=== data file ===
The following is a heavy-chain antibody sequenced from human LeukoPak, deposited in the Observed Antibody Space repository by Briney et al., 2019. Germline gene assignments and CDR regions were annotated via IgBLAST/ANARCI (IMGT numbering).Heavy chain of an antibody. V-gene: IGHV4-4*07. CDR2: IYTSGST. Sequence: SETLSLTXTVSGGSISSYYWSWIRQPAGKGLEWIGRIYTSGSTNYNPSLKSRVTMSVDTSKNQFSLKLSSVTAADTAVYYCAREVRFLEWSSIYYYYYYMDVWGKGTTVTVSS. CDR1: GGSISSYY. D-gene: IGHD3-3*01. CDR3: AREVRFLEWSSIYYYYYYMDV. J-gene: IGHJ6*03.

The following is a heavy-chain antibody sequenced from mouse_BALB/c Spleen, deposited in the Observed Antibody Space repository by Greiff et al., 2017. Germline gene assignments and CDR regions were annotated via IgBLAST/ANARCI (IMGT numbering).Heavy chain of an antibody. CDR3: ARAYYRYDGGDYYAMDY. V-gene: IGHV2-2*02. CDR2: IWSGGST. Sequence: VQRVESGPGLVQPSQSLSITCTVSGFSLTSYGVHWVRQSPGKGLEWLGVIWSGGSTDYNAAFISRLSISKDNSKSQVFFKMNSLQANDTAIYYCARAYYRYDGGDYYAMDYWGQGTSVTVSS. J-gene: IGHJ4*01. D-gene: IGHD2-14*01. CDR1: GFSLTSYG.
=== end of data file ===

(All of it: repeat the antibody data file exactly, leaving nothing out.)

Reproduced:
The following is a heavy-chain antibody sequenced from human LeukoPak, deposited in the Observed Antibody Space repository by Briney et al., 2019. Germline gene assignments and CDR regions were annotated via IgBLAST/ANARCI (IMGT numbering).Heavy chain of an antibody. V-gene: IGHV4-4*07. CDR2: IYTSGST. Sequence: SETLSLTXTVSGGSISSYYWSWIRQPAGKGLEWIGRIYTSGSTNYNPSLKSRVTMSVDTSKNQFSLKLSSVTAADTAVYYCAREVRFLEWSSIYYYYYYMDVWGKGTTVTVSS. CDR1: GGSISSYY. D-gene: IGHD3-3*01. CDR3: AREVRFLEWSSIYYYYYYMDV. J-gene: IGHJ6*03.

The following is a heavy-chain antibody sequenced from mouse_BALB/c Spleen, deposited in the Observed Antibody Space repository by Greiff et al., 2017. Germline gene assignments and CDR regions were annotated via IgBLAST/ANARCI (IMGT numbering).Heavy chain of an antibody. CDR3: ARAYYRYDGGDYYAMDY. V-gene: IGHV2-2*02. CDR2: IWSGGST. Sequence: VQRVESGPGLVQPSQSLSITCTVSGFSLTSYGVHWVRQSPGKGLEWLGVIWSGGSTDYNAAFISRLSISKDNSKSQVFFKMNSLQANDTAIYYCARAYYRYDGGDYYAMDYWGQGTSVTVSS. J-gene: IGHJ4*01. D-gene: IGHD2-14*01. CDR1: GFSLTSYG.